As his primary caregiver, I found myself thrust into a world about which I knew very little: the world of dementia. I felt bewildered and alone, the incredible weight on my shoulders almost too much to bear. I never truly knew what to expect from day to day. I didn’t always do the right thing or say the correct words; and looking back, I may not have always made the right decisions. Clearly, I was in over my head, but my choices were few and far between. I was a daughter that woke up one day to find herself caring for her father, our relationship roles now reversed.

I remember so well the day when I hit rock bottom. The hospital had just released my father a few days earlier after suffering a serious fall and ensuing concussion. His demeanor that day had evolved into a state of unbelievable agitation which left my mother and I terrified. I had already discussed a plan with her should things ever get out of hand, for which I felt unbelievably guilty. He was my precious father, but I knew we had no choice. Throughout the day, we tried to remain calm, feeling as though we were waiting for the inevitable. At some point that afternoon, I knew I needed help. I called the Alzheimer’s Association who then transferred me to the Georgia Chapter. As soon as I explained our situation, I was placed on a conference call with two counselors. Throughout much of the conversation I was in tears. The women with whom I spoke with were so incredibly compassionate in their explanation of the protocol should my father’s agitation become dangerous. I was also given the phone numbers to the respective facilities that would be involved if 911 needed to be called. For several days after that, Alzheimer’s Association staff repeatedly called me and sent emails to ensure that my family was okay. As devastated as I felt, I was also prepared as a result of the kind and dedicated staff who spoke with me that day. I will forever be grateful for their support on a day when my family desperately needed guidance.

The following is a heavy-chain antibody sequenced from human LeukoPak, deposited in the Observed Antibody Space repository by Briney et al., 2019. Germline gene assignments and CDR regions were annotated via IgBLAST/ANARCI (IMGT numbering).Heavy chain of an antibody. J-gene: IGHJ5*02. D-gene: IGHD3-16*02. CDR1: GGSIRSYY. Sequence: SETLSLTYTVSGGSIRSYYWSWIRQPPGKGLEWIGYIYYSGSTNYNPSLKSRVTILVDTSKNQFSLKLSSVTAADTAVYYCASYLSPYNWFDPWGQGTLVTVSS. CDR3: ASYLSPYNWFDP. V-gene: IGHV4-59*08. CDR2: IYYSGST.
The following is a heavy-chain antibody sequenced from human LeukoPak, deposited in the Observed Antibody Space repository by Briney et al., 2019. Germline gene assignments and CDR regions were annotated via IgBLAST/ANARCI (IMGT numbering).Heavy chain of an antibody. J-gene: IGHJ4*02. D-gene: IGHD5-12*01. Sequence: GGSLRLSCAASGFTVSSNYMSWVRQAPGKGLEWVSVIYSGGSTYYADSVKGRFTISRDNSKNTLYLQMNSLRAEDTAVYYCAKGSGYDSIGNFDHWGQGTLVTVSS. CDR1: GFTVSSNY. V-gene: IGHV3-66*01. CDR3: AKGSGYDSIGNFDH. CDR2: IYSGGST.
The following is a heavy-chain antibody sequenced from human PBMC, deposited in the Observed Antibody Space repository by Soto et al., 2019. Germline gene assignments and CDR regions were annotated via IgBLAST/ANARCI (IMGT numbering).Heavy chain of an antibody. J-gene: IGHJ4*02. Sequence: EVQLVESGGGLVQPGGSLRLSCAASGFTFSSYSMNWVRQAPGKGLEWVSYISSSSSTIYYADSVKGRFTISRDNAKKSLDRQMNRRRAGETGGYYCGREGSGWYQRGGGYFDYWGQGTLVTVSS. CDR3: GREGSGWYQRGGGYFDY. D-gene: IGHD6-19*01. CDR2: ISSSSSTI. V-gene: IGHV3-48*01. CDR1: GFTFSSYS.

Unfortunately, about four hours after our phone conversation, the disease led my father to do the unspeakable, which forced my mother to call 911. Everything that had been forewarned to me had finally come to fruition. I sadly watched my father taken away that night, never to return home again. The authorities sent him to a psychiatric hospital where he was officially diagnosed with Alzheimer’s and Vascular Dementia. Then he was moved into a memory care unit for his safety as well as my mother’s. Over the next several months, my father’s condition continued to deteriorate. He suffered more agitation, a fractured hip and complications from surgery and medications.